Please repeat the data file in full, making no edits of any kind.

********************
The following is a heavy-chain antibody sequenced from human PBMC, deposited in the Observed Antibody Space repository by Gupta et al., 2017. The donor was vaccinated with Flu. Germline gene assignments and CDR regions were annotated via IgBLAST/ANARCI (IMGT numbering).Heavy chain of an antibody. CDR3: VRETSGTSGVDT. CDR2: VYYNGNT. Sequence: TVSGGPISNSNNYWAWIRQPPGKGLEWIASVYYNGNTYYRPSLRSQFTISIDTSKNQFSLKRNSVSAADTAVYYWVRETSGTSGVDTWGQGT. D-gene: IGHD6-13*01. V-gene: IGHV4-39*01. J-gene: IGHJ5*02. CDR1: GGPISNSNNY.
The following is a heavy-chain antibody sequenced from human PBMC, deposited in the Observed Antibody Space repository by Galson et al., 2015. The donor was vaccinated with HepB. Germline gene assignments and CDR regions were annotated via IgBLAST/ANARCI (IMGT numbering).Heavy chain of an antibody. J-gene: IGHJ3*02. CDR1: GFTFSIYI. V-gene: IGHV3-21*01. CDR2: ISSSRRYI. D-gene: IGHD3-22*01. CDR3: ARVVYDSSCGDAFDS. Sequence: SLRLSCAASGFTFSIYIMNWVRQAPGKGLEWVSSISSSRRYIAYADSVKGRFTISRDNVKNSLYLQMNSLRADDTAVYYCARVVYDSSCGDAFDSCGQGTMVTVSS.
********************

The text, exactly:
The following is a heavy-chain antibody sequenced from human PBMC, deposited in the Observed Antibody Space repository by Gupta et al., 2017. The donor was vaccinated with Flu. Germline gene assignments and CDR regions were annotated via IgBLAST/ANARCI (IMGT numbering).Heavy chain of an antibody. CDR3: VRETSGTSGVDT. CDR2: VYYNGNT. Sequence: TVSGGPISNSNNYWAWIRQPPGKGLEWIASVYYNGNTYYRPSLRSQFTISIDTSKNQFSLKRNSVSAADTAVYYWVRETSGTSGVDTWGQGT. D-gene: IGHD6-13*01. V-gene: IGHV4-39*01. J-gene: IGHJ5*02. CDR1: GGPISNSNNY.
The following is a heavy-chain antibody sequenced from human PBMC, deposited in the Observed Antibody Space repository by Galson et al., 2015. The donor was vaccinated with HepB. Germline gene assignments and CDR regions were annotated via IgBLAST/ANARCI (IMGT numbering).Heavy chain of an antibody. J-gene: IGHJ3*02. CDR1: GFTFSIYI. V-gene: IGHV3-21*01. CDR2: ISSSRRYI. D-gene: IGHD3-22*01. CDR3: ARVVYDSSCGDAFDS. Sequence: SLRLSCAASGFTFSIYIMNWVRQAPGKGLEWVSSISSSRRYIAYADSVKGRFTISRDNVKNSLYLQMNSLRADDTAVYYCARVVYDSSCGDAFDSCGQGTMVTVSS.